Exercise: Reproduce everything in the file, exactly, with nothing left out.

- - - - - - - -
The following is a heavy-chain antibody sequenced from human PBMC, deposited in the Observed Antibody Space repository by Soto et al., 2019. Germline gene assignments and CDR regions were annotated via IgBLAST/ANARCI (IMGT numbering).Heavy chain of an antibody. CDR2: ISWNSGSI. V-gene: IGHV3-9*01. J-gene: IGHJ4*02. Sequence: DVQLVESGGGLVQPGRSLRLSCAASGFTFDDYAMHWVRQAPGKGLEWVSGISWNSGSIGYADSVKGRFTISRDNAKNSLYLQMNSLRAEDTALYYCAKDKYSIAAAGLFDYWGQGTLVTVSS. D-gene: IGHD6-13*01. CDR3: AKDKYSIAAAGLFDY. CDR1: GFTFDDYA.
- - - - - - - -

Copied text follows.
The following is a heavy-chain antibody sequenced from human PBMC, deposited in the Observed Antibody Space repository by Soto et al., 2019. Germline gene assignments and CDR regions were annotated via IgBLAST/ANARCI (IMGT numbering).Heavy chain of an antibody. CDR2: ISWNSGSI. V-gene: IGHV3-9*01. J-gene: IGHJ4*02. Sequence: DVQLVESGGGLVQPGRSLRLSCAASGFTFDDYAMHWVRQAPGKGLEWVSGISWNSGSIGYADSVKGRFTISRDNAKNSLYLQMNSLRAEDTALYYCAKDKYSIAAAGLFDYWGQGTLVTVSS. D-gene: IGHD6-13*01. CDR3: AKDKYSIAAAGLFDY. CDR1: GFTFDDYA.